It’s common to be overwhelmed by different feelings when you find out your cancer has come back or spread. Some people may have a cancer that is advanced when they are first diagnosed. For others, the cancer may spread or come back after treatment.
Although it is rare for advanced cancer to be cured, some people may live with it for a long time – sometimes for years. This may mean having treatments when you need them. Sometimes you may need ongoing treatment to control the cancer.
During this time, many people can carry on with their day-to-day lives and do the things that are important to them.
For some people, it may not be possible to control the cancer any longer or they may not be well enough to have treatment. In this case, their cancer doctor or specialist nurse will make sure they have treatments to manage any symptoms they may have.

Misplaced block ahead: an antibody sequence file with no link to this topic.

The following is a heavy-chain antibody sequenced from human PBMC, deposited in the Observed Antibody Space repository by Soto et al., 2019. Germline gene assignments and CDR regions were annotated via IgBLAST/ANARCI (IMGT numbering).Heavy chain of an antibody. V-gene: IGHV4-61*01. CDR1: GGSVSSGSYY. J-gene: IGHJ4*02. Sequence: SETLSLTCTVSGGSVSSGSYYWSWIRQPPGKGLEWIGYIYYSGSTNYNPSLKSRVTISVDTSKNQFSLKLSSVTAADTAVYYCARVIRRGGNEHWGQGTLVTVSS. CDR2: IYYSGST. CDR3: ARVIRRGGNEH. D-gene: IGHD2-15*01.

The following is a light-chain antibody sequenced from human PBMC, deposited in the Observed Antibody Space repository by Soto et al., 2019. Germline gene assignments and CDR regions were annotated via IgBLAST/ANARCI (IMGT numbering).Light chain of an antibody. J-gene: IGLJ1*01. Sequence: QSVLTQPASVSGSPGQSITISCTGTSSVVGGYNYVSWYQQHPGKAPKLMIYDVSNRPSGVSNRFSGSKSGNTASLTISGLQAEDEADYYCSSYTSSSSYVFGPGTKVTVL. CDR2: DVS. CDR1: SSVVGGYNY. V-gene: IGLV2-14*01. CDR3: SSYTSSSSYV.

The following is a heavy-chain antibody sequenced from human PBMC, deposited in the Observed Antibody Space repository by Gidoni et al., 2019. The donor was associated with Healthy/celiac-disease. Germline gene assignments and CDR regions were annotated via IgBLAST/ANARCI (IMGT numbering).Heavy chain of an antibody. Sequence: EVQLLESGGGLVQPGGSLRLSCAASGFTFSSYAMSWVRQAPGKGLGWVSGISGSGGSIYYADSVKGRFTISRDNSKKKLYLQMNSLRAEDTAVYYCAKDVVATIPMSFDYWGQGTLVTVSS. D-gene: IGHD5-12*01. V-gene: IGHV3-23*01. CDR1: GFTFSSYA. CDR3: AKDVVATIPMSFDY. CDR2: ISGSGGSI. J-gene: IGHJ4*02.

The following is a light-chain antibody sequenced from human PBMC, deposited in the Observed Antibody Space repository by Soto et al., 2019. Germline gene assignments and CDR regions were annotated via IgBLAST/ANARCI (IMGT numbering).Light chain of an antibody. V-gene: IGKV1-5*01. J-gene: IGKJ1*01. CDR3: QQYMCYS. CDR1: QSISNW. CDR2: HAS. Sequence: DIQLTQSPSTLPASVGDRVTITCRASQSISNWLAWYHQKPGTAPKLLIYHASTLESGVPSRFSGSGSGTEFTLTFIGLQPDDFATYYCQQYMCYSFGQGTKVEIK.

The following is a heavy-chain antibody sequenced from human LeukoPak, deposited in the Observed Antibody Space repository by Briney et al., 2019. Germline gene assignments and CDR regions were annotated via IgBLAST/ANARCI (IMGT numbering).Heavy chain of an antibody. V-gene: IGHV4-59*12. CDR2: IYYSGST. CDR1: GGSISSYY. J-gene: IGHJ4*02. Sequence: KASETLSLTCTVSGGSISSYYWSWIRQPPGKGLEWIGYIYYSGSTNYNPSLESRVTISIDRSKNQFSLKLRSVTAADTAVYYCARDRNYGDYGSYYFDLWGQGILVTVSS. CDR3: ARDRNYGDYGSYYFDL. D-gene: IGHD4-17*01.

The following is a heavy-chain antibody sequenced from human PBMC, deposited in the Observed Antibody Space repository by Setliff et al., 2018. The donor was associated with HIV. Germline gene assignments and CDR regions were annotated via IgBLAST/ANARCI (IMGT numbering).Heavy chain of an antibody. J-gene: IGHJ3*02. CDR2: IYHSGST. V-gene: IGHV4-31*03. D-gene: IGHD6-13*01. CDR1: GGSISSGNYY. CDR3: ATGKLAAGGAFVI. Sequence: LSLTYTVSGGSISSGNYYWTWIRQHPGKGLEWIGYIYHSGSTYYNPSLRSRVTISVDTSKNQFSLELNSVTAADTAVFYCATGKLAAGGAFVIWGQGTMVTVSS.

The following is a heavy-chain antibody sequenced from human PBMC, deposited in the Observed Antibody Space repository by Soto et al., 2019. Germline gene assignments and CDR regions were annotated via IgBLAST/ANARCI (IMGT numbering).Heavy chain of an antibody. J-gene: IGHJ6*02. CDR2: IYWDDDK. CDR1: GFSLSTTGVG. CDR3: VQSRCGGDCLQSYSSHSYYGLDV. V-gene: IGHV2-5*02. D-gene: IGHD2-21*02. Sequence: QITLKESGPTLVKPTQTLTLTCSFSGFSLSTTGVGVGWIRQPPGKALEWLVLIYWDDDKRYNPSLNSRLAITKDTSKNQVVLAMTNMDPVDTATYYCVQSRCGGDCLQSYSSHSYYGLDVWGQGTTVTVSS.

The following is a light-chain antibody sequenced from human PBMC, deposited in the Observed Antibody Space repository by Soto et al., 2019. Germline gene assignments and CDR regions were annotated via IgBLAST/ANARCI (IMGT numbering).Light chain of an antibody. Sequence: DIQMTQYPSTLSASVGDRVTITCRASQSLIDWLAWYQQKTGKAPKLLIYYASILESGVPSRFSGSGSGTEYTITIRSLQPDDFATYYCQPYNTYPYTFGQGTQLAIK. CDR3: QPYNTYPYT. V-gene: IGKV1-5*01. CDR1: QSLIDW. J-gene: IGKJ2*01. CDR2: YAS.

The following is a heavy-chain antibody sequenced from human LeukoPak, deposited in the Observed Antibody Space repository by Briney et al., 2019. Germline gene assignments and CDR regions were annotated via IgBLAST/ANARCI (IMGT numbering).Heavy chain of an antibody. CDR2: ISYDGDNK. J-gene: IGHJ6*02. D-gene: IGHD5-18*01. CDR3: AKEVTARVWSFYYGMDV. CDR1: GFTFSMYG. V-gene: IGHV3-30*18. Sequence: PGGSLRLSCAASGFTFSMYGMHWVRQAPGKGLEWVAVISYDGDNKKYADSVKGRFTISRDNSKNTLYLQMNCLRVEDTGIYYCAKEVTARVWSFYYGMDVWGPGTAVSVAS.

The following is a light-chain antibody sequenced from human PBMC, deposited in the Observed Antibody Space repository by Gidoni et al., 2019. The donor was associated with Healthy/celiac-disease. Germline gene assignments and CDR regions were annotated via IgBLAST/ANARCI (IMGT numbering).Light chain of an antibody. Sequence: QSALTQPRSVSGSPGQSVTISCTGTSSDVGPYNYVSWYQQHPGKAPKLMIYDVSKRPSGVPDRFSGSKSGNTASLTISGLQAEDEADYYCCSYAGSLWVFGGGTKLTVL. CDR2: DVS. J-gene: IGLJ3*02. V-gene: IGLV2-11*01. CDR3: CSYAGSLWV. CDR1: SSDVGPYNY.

When you first find out your cancer is advanced, you may feel shocked and find it hard to take in. You may feel frightened about the future, or angry with other people or yourself. These feelings usually become more manageable with time, and as you start making decisions and plans.
Knowing that your illness may not be curable can give you the chance to decide what’s important to you, and how you want to live your life. Concentrating on what you can enjoy and achieve can be satisfying. It may also help you cope if you find you can’t meet other goals.
Some people may want to think about what they might want if they were to become less well. For example, they may want to record their wishes about how and where they would want to be cared for. This is sometimes called advance care planning.